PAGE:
How John Deere is Helping Black Farmers Keep Their Unjustly Seized Farmland

John Deere, the Natinoal Black Growers Council and the Thurgood Marshall College Fund are helping Michael Robinson (left) regain full ownership of the 127-acre southern farmland his family inherited from Robinson’s grandfather.

It’s been nine years since Michael Robinson of Columbus, Ohio, nearly lost a major part of his family’s legacy. He’s still fighting to regain full control of it.

In 2012, the 57-year-old married father of four, who is Black, found out someone he’d never met named James E. Deshler II was suing his family members to force them to sell their portion of the 127 acres of Barlow Bend, Alabama, farmland that they’d inherited from Robinson’s late grandfather, Joe Ely.

The local county auditor’s website determined last year that the land is worth more than $212,000. The Deshler family and its Thomasville, Alabama, attorney J. Glen Padgett did not respond to a request for comment.

“I couldn’t understand it,” Robinson told CNN Business. “How can someone force us to sell land that’s not for sale?”

The issue was one of heirs’ property, a legal term for land owned by two or more people, typically after they inherit it from a relative who didn’t have a will.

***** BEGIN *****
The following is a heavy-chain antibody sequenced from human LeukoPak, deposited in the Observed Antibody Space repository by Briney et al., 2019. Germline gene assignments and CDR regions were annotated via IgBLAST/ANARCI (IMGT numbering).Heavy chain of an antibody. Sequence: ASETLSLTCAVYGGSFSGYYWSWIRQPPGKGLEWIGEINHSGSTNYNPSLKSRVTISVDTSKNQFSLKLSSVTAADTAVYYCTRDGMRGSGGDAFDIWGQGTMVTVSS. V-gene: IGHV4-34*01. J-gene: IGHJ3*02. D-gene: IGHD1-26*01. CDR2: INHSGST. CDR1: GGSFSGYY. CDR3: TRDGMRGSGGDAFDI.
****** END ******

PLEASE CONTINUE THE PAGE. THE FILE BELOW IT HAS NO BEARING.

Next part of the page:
Robinson said his grandfather spent $2,500 to acquire his farmland in 1941 through a US Department of Agriculture program. Joe Ely didn’t have a will when he died in 1959, so control of his land was automatically divided between his 15 children.

What Robinson didn’t know nine years ago was that the Deshler family had already purchased 1/15 of Ely’s land from Robinson’s distant cousins, Maxie Ely Jr. and Sharita Faye Ely, who Robinson said sold their share of the land for a fraction of its value without knowing how their actions could affect the rest of the family.

Deshler then attempted to force Robinson’s family to sell the remaining shares of their land through a now-defunct Alabama law that existed in several southern states. That law allowed anyone who acquired one or more shares of land owned by multiple heirs to sue to force the sale of the entire property.

“The law was put in place to stop land from becoming so fractionalized each time a generation passed,” Robinson said. “I didn’t understand that was even an option, that someone could sneakily buy land and then force you to sell all of the land.”

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SOURCE: CNN, Chauncey Alcorn